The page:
To support the next generation of agricultural engineers, the Midlands Machinery Show and the Newark & Nottinghamshire Agricultural Society (NNAS) have joined forces to showcase the Midlands Agricultural Engineering Apprenticeship Award.
The four winners from 2020 will be present at the event, as the NNAS looks to take on its class of 2021. Successful applicants will receive £500, recognising their hard work, and entries are open until the 15th of October for agricultural apprentices aged 17-25 in the Midlands area.
“The Midlands forms the heartland of agriculture: A network of farming enterprises, agri-businesses and machinery dealerships full of talent and dedicated individuals,” said Simon Eccleston, CEO of NNAS.
“We started up this award five years ago when it became apparent that there was no specific funding award for young people who had chosen one of the many career options within agricultural engineering.
“The award aims to raise the profile of the sector and support young people from diverse backgrounds and skill-sets to develop the abilities they need to embark on successful agricultural careers.”
The 2020 winners
Frazer Cross was one of the four winners in 2020. Now in his third year of an AGCO agricultural engineering apprenticeship, he is now on track to becoming a fully qualified technician and is completing block release rotations – two months in work, one month in college.
“I started at B&B Tractors in Mansfield in 2019, after working in the automotive trade for three years – after eight months I decided I wanted to become qualified and I started my apprenticeship that September,” he said.
“The day to day is so varied; calls are always coming in so you might be in the workshop one day and out on the farm on another. I am really enjoying the apprenticeship – I just enjoy being around tractors and the challenge of the different mechanics involved.”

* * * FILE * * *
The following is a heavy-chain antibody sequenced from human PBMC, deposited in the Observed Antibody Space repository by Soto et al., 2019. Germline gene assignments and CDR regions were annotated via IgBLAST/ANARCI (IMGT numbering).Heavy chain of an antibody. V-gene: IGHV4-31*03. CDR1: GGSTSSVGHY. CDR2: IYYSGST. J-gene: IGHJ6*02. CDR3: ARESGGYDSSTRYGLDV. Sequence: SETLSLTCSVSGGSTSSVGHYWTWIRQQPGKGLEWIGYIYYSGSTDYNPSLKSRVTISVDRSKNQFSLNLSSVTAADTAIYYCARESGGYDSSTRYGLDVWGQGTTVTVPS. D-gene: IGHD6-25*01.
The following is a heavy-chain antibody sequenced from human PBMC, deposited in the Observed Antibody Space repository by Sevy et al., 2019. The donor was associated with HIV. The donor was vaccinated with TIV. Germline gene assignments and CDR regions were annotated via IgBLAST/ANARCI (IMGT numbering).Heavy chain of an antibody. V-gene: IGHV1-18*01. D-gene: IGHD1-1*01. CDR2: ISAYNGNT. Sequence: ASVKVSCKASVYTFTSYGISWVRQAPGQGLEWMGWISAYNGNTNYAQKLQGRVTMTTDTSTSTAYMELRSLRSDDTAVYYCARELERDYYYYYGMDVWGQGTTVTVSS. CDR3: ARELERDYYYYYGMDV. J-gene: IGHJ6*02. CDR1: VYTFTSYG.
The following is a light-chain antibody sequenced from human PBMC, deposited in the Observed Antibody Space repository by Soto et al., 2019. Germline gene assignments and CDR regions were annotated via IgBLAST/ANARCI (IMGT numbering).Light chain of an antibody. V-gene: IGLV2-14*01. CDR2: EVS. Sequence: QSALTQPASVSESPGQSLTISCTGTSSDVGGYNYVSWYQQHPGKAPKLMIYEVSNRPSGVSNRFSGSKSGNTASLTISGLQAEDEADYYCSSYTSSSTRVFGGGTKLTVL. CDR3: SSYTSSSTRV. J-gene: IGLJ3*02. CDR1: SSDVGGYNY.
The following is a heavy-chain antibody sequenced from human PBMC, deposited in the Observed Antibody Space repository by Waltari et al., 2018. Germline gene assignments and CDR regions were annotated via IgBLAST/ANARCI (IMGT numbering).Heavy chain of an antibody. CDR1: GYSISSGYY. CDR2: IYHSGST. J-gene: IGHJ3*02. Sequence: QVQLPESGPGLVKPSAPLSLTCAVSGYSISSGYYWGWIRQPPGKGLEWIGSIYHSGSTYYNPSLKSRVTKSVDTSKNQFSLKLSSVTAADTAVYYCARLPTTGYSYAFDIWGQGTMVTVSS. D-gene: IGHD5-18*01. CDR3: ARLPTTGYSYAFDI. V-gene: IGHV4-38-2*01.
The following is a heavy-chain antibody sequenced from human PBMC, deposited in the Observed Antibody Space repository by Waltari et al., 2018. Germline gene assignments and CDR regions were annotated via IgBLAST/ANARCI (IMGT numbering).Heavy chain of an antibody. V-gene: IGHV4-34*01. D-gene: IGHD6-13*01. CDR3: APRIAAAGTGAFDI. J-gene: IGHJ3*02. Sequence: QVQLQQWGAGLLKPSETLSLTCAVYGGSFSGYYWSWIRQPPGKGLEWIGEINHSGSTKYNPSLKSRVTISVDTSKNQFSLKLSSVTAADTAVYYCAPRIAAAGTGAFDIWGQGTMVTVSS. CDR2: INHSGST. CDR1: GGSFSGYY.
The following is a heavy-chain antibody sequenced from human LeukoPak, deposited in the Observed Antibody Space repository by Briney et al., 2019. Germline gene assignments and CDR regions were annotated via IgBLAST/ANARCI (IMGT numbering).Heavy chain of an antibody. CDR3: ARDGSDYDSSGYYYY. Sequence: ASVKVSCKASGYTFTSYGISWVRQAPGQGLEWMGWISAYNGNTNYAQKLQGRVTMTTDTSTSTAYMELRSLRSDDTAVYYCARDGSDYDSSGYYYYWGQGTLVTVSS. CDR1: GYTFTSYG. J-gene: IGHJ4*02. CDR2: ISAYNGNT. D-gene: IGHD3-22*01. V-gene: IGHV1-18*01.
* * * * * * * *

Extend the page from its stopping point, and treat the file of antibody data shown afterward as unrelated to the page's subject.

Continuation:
While tractors are a draw, he added that crop sprayers are where he sees himself specialising. “For a lot of farmers, the sprayer will be the most important piece of kit. There’s a lot of satisfaction in learning the skills that enable me to go out onto a farm and get these machines up and running again when they run into trouble.”
Mr Cross went on to say that winning the NNAS Agricultural Engineering Award has given him confidence and helped him build trust with his customers as an apprentice technician, as well as helping him fill his toolbox.
“I’d encourage anyone to look at agricultural engineering as a career path,” he said. “Your heart’s got to be in it and it’s hard work, but when it’s harvest time and you’ve got a farmer going again after a breakdown, it’s really satisfying.”
The Midlands Machinery Show
At this year’s event, Mr Cross will be joined by Owen Bradley, Liam Wright and Lewis Woodward, in receiving the second half of their winners’ funding, said event manager Elizabeth Halsall.
“We look forward to welcoming both past and present winners to the showground – alongside the many young people who are yet to embark on their agricultural career paths,” she added. “We hope the celebration of young people will not only foster a talented generation but encourage others to join the fold.”